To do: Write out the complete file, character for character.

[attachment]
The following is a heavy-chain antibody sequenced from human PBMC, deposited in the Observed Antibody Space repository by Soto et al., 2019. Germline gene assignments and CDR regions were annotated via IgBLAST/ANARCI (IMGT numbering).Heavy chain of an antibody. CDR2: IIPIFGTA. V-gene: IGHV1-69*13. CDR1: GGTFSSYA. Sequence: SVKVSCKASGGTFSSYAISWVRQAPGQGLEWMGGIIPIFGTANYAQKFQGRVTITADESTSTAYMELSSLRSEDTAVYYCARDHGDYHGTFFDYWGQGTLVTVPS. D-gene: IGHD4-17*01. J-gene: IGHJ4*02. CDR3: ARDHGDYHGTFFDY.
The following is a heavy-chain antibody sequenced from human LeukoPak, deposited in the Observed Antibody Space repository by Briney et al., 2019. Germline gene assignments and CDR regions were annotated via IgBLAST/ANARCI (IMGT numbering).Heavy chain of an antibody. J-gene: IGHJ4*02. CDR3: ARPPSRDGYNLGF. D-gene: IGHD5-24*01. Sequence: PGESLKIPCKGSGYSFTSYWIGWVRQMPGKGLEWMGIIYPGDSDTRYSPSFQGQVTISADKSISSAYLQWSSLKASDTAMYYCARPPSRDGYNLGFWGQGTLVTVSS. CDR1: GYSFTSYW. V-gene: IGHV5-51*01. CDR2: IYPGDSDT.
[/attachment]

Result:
The following is a heavy-chain antibody sequenced from human PBMC, deposited in the Observed Antibody Space repository by Soto et al., 2019. Germline gene assignments and CDR regions were annotated via IgBLAST/ANARCI (IMGT numbering).Heavy chain of an antibody. CDR2: IIPIFGTA. V-gene: IGHV1-69*13. CDR1: GGTFSSYA. Sequence: SVKVSCKASGGTFSSYAISWVRQAPGQGLEWMGGIIPIFGTANYAQKFQGRVTITADESTSTAYMELSSLRSEDTAVYYCARDHGDYHGTFFDYWGQGTLVTVPS. D-gene: IGHD4-17*01. J-gene: IGHJ4*02. CDR3: ARDHGDYHGTFFDY.
The following is a heavy-chain antibody sequenced from human LeukoPak, deposited in the Observed Antibody Space repository by Briney et al., 2019. Germline gene assignments and CDR regions were annotated via IgBLAST/ANARCI (IMGT numbering).Heavy chain of an antibody. J-gene: IGHJ4*02. CDR3: ARPPSRDGYNLGF. D-gene: IGHD5-24*01. Sequence: PGESLKIPCKGSGYSFTSYWIGWVRQMPGKGLEWMGIIYPGDSDTRYSPSFQGQVTISADKSISSAYLQWSSLKASDTAMYYCARPPSRDGYNLGFWGQGTLVTVSS. CDR1: GYSFTSYW. V-gene: IGHV5-51*01. CDR2: IYPGDSDT.